DISCLAIMER: This blog is not written by a psychologist with superpowers who has never become frustrated at her children. This blog is written by a real mom who recently caught herself yelling “Stop yelling at your sister!” …and the irony had her thinking, “Hmm. I could blog about that.”
When responding to our children’s negative behaviors, from minor infractions to blatant disobedience, it’s best to leave emotion out of it. If we get too frustrated by our children’s behavior or feel personally offended by it, our response is often more emotional than logical. A bit of mindfulness (being in the present moment without thinking about the past or future) can be useful here. When your child throws a tantrum, the focus should be on this one tantrum, not that it is his fifth tantrum over the past 2 weeks or that you have to get dinner ready in 30 minutes. Responding to the moment without the emotional baggage of what has happened or what needs to happen can free up our resources and allow us to approach the situation—and our children—more rationally.
Developing a plan for how to respond to negative behaviors is imperative. Similar to ordering from a menu at a restaurant, choice of discipline should be contemplated and intentional. (Unless you’re going to Superdawg. Then just always get a chocolate shake, no menu necessary.)
Devise a system that lays out some “undesirable” behaviors your child engages in (e.g., hitting, talking back, etc.) and an appropriate associated consequence (e.g., time out, removal of privilege, etc.). When initiating a behavior plan, start small. Choose one or two behaviors and appropriate consequences, write it down in a simple format, and review it with your children. It’s important for them to know that there are consequences for their negative behaviors and to have a basic understanding of the rules in the house. When the behavior occurs, impart the consequence; there should be no surprises for your child or for you.
A word of warning: it gets worse before it gets better. Children generally escalate their negative behavior to get what they want if their usual level of disobedience/noncompliance/pouting does not work. It’s your job to stick to the plan. If you do this consistently, the negative behavior will eventually subside. In addition, when parents are consistent, it is comforting to children: we show that we are predictable and that we mean what we say.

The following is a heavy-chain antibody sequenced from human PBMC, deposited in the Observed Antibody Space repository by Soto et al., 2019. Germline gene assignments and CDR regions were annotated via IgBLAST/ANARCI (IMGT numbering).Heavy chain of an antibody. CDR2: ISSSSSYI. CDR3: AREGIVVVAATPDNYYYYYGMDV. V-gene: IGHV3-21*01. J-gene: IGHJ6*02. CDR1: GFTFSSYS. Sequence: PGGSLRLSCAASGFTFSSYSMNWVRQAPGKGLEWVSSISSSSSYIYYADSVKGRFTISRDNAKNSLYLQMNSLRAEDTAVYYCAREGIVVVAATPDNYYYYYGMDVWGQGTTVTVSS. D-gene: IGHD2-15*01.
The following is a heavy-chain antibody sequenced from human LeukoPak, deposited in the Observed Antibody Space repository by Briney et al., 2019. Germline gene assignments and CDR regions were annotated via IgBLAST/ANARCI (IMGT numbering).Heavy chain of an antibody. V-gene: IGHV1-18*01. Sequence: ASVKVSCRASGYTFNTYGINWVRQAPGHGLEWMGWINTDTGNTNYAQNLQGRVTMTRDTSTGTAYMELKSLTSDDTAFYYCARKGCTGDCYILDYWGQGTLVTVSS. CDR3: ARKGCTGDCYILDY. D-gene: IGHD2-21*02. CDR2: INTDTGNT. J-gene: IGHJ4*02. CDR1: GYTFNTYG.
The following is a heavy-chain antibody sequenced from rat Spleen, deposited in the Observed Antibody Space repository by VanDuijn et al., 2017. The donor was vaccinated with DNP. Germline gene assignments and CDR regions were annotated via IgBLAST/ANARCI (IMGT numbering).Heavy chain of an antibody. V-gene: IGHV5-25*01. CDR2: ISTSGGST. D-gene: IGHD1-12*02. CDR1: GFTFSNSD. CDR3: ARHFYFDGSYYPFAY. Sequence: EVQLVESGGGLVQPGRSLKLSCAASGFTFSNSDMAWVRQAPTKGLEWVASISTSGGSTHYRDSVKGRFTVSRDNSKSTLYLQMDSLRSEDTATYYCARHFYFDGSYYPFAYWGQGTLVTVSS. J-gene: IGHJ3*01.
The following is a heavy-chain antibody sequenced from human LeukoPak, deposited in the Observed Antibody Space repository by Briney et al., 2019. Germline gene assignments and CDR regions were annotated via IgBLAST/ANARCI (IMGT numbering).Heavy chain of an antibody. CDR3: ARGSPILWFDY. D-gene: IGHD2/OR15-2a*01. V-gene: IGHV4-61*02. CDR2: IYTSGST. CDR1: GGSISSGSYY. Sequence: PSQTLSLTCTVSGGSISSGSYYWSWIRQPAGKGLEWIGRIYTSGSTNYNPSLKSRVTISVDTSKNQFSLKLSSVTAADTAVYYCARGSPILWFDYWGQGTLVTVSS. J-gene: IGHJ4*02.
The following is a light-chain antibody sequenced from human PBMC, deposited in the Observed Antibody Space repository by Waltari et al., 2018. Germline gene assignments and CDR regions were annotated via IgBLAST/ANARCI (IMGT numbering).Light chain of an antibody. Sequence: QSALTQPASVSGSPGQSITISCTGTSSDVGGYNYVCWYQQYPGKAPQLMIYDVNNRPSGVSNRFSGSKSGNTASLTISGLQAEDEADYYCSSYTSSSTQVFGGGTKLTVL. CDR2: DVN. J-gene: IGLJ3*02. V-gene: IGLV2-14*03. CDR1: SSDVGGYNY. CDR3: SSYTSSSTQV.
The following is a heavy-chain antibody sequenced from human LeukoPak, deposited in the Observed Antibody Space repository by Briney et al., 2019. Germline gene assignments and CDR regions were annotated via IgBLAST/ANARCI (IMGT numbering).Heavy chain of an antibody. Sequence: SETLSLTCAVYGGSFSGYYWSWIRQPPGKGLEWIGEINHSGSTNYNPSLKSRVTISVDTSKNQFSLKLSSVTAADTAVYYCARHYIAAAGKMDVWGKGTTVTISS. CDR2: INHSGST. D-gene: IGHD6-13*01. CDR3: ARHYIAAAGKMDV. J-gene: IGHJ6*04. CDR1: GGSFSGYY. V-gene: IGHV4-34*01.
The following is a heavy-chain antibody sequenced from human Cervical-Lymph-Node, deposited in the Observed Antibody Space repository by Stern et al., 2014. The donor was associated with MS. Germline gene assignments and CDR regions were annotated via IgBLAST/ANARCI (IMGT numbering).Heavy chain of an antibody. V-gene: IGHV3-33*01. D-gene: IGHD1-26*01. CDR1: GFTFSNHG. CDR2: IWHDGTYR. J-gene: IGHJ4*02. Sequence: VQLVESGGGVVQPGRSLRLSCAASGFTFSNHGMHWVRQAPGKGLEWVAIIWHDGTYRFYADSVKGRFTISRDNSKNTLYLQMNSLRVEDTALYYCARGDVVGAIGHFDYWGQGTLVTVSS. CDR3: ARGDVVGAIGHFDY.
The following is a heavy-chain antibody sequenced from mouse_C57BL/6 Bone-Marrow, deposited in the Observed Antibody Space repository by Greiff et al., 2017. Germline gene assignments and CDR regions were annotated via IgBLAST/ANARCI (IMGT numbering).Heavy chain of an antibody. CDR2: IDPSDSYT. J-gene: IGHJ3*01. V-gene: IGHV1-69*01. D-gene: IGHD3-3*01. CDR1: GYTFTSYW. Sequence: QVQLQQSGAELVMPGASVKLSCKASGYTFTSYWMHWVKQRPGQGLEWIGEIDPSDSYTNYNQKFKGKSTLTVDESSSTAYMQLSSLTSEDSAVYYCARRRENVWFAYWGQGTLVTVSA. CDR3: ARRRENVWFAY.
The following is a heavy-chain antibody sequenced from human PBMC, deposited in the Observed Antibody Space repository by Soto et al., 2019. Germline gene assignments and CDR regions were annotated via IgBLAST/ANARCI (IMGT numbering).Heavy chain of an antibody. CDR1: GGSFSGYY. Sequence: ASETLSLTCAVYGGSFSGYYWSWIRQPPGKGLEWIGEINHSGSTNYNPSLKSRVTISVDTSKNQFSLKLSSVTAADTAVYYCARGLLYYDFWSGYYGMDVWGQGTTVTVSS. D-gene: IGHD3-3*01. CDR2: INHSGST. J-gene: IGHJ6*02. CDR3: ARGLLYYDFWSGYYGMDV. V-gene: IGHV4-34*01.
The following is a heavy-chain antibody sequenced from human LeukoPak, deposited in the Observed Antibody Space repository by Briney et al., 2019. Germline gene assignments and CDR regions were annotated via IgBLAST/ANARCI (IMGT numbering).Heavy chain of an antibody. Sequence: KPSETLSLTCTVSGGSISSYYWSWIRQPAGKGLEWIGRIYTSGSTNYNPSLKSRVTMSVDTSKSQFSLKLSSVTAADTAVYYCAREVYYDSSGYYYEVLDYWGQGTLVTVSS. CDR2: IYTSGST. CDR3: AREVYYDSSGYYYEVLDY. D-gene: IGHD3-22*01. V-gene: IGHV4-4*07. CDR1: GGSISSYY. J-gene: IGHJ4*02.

If you use time-outs as a consequence, here are a few pointers:
• The amount of time should be your child’s age in minutes
• The time-out location should be consistent
• The time-out location should have no access to external rewards
o The child should not be in his room
o The child should not have access to toys or electronics
o The child should not be able to see other family members
• If the child leaves the time-out location, he is to return and the timer restarts
Here’s an example:
• Child hits sibling
• You approach child and say “I saw you hit your sister. You’re going to have a time out now.”
• Calmly walk the child to the time-out location
• Set a timer for the number of minutes equivalent to your child’s age
• When the timer goes off, discuss the situation with your child
o How did you feel when you hit your sister?
o What can you do differently when you feel that way next time?
o What is a better way to solve the problem with your sister instead of hitting her?
Remember—we all get heated when our children do, but their frustration is not the stomach flu; it does not have to be contagious. Take a breath, deliver the consequence, and then give yourself permission to disengage while your child is in their time-out. They might scream and yell as part of their cool-down process, and that’s OK. Go take a sip of your chocolate shake.
For additional information on mindfulness in parenting, see my blog from March 2016
Jillian Wickery, Ph.D.
Licensed Clinical Psychologist
Athans and Associates
32 Main Street, Park Ridge, IL 60068